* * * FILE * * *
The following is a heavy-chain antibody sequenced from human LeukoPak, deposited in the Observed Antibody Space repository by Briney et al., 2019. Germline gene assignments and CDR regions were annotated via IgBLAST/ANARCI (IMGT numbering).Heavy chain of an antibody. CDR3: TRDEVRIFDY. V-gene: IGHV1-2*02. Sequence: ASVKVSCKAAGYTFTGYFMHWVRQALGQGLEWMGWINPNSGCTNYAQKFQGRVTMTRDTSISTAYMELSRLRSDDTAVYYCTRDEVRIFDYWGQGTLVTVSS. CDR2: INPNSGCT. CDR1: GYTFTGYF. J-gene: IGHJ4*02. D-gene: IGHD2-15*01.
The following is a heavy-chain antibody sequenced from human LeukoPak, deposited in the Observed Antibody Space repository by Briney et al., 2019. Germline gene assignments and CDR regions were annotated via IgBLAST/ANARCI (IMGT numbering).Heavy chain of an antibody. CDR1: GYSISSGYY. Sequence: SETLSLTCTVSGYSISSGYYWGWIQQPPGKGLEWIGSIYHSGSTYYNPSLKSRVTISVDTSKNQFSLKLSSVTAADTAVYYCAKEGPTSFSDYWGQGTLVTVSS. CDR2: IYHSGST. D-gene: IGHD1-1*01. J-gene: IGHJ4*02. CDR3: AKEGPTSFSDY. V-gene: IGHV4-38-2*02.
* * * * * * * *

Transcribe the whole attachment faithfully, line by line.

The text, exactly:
The following is a heavy-chain antibody sequenced from human LeukoPak, deposited in the Observed Antibody Space repository by Briney et al., 2019. Germline gene assignments and CDR regions were annotated via IgBLAST/ANARCI (IMGT numbering).Heavy chain of an antibody. CDR3: TRDEVRIFDY. V-gene: IGHV1-2*02. Sequence: ASVKVSCKAAGYTFTGYFMHWVRQALGQGLEWMGWINPNSGCTNYAQKFQGRVTMTRDTSISTAYMELSRLRSDDTAVYYCTRDEVRIFDYWGQGTLVTVSS. CDR2: INPNSGCT. CDR1: GYTFTGYF. J-gene: IGHJ4*02. D-gene: IGHD2-15*01.
The following is a heavy-chain antibody sequenced from human LeukoPak, deposited in the Observed Antibody Space repository by Briney et al., 2019. Germline gene assignments and CDR regions were annotated via IgBLAST/ANARCI (IMGT numbering).Heavy chain of an antibody. CDR1: GYSISSGYY. Sequence: SETLSLTCTVSGYSISSGYYWGWIQQPPGKGLEWIGSIYHSGSTYYNPSLKSRVTISVDTSKNQFSLKLSSVTAADTAVYYCAKEGPTSFSDYWGQGTLVTVSS. CDR2: IYHSGST. D-gene: IGHD1-1*01. J-gene: IGHJ4*02. CDR3: AKEGPTSFSDY. V-gene: IGHV4-38-2*02.